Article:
Other than the value in composting, the students at Griffith Elementary School also found gardening in raised garden beds a great school activity. Children were able to get a hands-on learning experience by simply tending to an organic garden. They are also being exposed to the actual biology of different plants, which also gives correspondence to some of their class lessons. Now, apart from these kids being taught about the value of organic gardening, they are also being encouraged on knowing the proper ways to planting, watering, and harvestin

Fall Composting: Composting Autumn Leaves

Sunday, December 18th, 2011

Some people may find scattered autumn leaves as something of a loaded chore; and they can be literally shedding everywhere. Other than exerting the extra effort to sweep or rake these off of your lawn, additional garbage is also accumulated inside your garbage bins. But there are now several ways to eliminating these leaves, and putting each piece into good use. Fall composting is one solution; and it can certainly help create something significant out of your precious, fallen leaves.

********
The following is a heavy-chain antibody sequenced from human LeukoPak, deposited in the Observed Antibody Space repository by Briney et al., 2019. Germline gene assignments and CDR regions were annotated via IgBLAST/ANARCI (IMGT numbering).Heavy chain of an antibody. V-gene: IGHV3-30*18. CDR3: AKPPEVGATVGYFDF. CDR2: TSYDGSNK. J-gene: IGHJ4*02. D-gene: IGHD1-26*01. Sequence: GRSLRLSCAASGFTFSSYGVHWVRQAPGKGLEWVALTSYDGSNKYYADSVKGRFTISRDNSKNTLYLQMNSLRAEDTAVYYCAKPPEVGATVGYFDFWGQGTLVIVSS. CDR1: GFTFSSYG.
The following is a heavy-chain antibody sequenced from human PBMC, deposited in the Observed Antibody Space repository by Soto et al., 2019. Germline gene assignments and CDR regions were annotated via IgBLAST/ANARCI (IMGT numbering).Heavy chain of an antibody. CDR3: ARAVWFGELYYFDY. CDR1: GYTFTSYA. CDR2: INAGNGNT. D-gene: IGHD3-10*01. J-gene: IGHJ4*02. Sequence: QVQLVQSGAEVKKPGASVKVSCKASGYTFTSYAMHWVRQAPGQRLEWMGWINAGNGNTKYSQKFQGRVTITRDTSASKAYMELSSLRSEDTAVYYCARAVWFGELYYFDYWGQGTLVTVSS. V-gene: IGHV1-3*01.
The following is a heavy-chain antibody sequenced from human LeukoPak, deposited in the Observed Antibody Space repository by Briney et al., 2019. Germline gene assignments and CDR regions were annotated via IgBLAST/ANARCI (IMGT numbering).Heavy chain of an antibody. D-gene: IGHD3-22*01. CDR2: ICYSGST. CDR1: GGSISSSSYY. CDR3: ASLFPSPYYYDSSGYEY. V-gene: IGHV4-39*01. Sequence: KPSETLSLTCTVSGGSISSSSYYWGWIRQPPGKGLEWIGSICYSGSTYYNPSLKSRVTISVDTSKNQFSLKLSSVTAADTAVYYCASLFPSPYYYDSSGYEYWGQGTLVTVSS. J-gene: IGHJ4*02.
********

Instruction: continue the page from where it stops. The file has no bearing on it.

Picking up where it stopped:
The importance of leaf collection
Composting leaves can help lawns from experiencing damages such as acquiring lawn diseases for one. It is a fact that when thick layers of whole leaves are left on the ground, your lawn will gradually have to endure a few injuries. So gather all of the leaves so that your lawn gets that much needed sunlight. Also collect every leaf on the ground so that moisture is not held or trapped in. With this in perspective, you can also start gathering all of the leaves in sight by means of raking, blowing, or manual picking.
Don’t burn your leaves!